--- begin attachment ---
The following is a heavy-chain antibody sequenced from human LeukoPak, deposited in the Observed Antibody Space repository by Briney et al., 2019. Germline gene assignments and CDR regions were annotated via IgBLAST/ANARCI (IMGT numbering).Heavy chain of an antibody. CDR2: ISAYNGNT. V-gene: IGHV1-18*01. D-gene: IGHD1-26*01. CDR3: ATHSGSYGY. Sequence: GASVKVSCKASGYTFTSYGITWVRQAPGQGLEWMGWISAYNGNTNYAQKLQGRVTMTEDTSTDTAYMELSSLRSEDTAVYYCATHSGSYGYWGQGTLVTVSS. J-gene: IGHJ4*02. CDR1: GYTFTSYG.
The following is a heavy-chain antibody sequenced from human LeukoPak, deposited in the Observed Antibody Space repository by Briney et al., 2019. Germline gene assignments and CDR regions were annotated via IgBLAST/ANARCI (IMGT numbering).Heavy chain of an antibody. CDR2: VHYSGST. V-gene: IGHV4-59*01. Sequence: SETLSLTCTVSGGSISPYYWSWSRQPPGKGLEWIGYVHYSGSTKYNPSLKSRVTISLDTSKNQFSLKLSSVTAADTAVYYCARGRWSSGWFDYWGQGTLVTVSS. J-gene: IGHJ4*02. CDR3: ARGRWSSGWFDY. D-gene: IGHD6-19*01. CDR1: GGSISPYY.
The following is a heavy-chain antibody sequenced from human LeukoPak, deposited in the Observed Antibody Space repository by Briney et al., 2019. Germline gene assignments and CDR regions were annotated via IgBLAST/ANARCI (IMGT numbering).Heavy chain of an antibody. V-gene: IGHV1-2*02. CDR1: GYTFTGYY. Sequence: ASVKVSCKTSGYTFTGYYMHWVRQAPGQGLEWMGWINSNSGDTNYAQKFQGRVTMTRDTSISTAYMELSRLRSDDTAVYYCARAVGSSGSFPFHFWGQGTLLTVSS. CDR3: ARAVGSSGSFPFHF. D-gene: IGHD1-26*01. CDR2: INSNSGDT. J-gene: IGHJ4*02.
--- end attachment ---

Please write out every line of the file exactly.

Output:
The following is a heavy-chain antibody sequenced from human LeukoPak, deposited in the Observed Antibody Space repository by Briney et al., 2019. Germline gene assignments and CDR regions were annotated via IgBLAST/ANARCI (IMGT numbering).Heavy chain of an antibody. CDR2: ISAYNGNT. V-gene: IGHV1-18*01. D-gene: IGHD1-26*01. CDR3: ATHSGSYGY. Sequence: GASVKVSCKASGYTFTSYGITWVRQAPGQGLEWMGWISAYNGNTNYAQKLQGRVTMTEDTSTDTAYMELSSLRSEDTAVYYCATHSGSYGYWGQGTLVTVSS. J-gene: IGHJ4*02. CDR1: GYTFTSYG.
The following is a heavy-chain antibody sequenced from human LeukoPak, deposited in the Observed Antibody Space repository by Briney et al., 2019. Germline gene assignments and CDR regions were annotated via IgBLAST/ANARCI (IMGT numbering).Heavy chain of an antibody. CDR2: VHYSGST. V-gene: IGHV4-59*01. Sequence: SETLSLTCTVSGGSISPYYWSWSRQPPGKGLEWIGYVHYSGSTKYNPSLKSRVTISLDTSKNQFSLKLSSVTAADTAVYYCARGRWSSGWFDYWGQGTLVTVSS. J-gene: IGHJ4*02. CDR3: ARGRWSSGWFDY. D-gene: IGHD6-19*01. CDR1: GGSISPYY.
The following is a heavy-chain antibody sequenced from human LeukoPak, deposited in the Observed Antibody Space repository by Briney et al., 2019. Germline gene assignments and CDR regions were annotated via IgBLAST/ANARCI (IMGT numbering).Heavy chain of an antibody. V-gene: IGHV1-2*02. CDR1: GYTFTGYY. Sequence: ASVKVSCKTSGYTFTGYYMHWVRQAPGQGLEWMGWINSNSGDTNYAQKFQGRVTMTRDTSISTAYMELSRLRSDDTAVYYCARAVGSSGSFPFHFWGQGTLLTVSS. CDR3: ARAVGSSGSFPFHF. D-gene: IGHD1-26*01. CDR2: INSNSGDT. J-gene: IGHJ4*02.